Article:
Community Building and Assumption

October 10 3 Comments Category: Opinion

Recruitment Dad's OpinionThere are often buzz words and phrases that circulate in recruitment that make some recruiters feel more “cutting edge”. There are also those who claim to know more about these than others and I guess that is true. There are some people who know more about subject X than others. Those that know the most about subject X are therefore the ones we turn to for advice.

Building communities | Recruitment DadI entered into a debate, online, about community building and the value to recruiters. I mentioned that, as an external recruiter, I had built strong communities in my market and had also helped other recruiters to do the same. The initiator of the discussions was very derisory of the concept of external recruiters being capable (or interested) in doing so. Their claim was: only internal recruiters were in that position and that any external recruiter who claimed they had or were doing it does not understand what community building is. In fact, it is more likely they are building a database of candidates not community building (scoff-scoff). Not wishing to argue I walked away from the debate as it was clear this person was not there to debate but to criticise.

The thing that really riled with me was that this person was not open minded enough to accept that this was possible. Why invite discussion on something that you are not willing to be open enough to accept others’ opinions and evidence?

This online conversation was some time ago (6 months?) though still sticks with me as an example of close mindedness and naivety. I was also reminded of this today and a couple of weeks ago when meeting with a couple of business connections. Both are highly experienced and adept at what they do. Both are also associated with the recruitment industry and people I hold in high regard. As it turns out they both had very set impressions of what external recruiter could and could not do (skill based and competence based). As we sat and talked and I challenged those perceptions it became clear it was based upon experience. All of our experiences define our model of the world around us. The more experience we have that proves that model to be robust then the more we believe it.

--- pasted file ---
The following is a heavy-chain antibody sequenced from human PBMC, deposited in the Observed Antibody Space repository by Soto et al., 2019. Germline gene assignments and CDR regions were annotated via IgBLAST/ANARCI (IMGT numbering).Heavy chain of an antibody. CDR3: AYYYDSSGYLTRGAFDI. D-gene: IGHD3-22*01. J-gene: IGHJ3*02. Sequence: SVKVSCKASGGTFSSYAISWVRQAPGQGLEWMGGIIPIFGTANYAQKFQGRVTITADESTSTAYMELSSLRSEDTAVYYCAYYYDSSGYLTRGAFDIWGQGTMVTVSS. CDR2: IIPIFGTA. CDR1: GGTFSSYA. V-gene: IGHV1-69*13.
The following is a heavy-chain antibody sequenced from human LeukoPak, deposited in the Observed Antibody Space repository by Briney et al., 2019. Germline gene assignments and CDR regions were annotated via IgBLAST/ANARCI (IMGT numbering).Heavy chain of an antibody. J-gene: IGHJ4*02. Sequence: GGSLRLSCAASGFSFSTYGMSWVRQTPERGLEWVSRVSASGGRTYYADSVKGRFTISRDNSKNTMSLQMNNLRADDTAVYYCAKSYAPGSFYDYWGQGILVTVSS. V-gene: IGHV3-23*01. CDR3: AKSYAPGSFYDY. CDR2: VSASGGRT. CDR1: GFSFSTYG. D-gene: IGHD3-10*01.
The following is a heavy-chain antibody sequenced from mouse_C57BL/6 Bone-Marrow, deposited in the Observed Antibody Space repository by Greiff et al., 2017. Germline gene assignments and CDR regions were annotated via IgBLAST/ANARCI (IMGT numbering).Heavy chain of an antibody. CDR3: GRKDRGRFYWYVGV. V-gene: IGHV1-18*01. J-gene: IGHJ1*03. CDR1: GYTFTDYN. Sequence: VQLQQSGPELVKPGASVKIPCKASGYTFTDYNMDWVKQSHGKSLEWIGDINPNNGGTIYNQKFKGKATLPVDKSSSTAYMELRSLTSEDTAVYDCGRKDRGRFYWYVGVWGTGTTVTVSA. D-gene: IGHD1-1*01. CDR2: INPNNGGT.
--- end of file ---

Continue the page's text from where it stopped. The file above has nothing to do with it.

My questions to all of you reading this are:

  • How many people have you spoken to recently that you assume know what you do? When was the last time you tested their model of the world to see how it compares to yours?
  • What did you last double check with your current customers to see if they knew what you were capable of doing, in addition to what you do for them already?
  • How many times do you think assumption has got the better of you without you even knowing it?

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3 Responses

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  1. Helpful blog, bookmarked the website with hopes to read more!

    roclafamilia 21 October 2010 at 8:48 am Permalink
  2. me too.I bookmarked the site n read daily before going office.But still one suggestion please put more articles related to recruitment.

    shilpa singh 27 November 2010 at 2:03 am Permalink
  3. Thanks – just found this – i’ve been looking for a subject for our next newsletter and here it is – assumption rather than the community building. Only yesterday i visited a client who asked – “So, do you deal with x?” – (Where X was a core type of person we recruit for!) I have other recent examples of clients assuming ehat we do rather than knowing.

    Jim Roach 31 March 2011 at 4:52 pm Permalink

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